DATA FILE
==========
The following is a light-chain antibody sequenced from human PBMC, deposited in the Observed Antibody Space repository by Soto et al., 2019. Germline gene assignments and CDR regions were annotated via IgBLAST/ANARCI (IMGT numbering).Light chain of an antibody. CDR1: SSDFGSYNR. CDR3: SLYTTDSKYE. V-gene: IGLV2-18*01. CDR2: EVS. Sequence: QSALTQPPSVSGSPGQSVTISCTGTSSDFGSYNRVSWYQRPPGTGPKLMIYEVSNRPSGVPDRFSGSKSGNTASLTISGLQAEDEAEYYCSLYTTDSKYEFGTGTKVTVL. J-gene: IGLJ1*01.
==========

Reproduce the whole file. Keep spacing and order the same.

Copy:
The following is a light-chain antibody sequenced from human PBMC, deposited in the Observed Antibody Space repository by Soto et al., 2019. Germline gene assignments and CDR regions were annotated via IgBLAST/ANARCI (IMGT numbering).Light chain of an antibody. CDR1: SSDFGSYNR. CDR3: SLYTTDSKYE. V-gene: IGLV2-18*01. CDR2: EVS. Sequence: QSALTQPPSVSGSPGQSVTISCTGTSSDFGSYNRVSWYQRPPGTGPKLMIYEVSNRPSGVPDRFSGSKSGNTASLTISGLQAEDEAEYYCSLYTTDSKYEFGTGTKVTVL. J-gene: IGLJ1*01.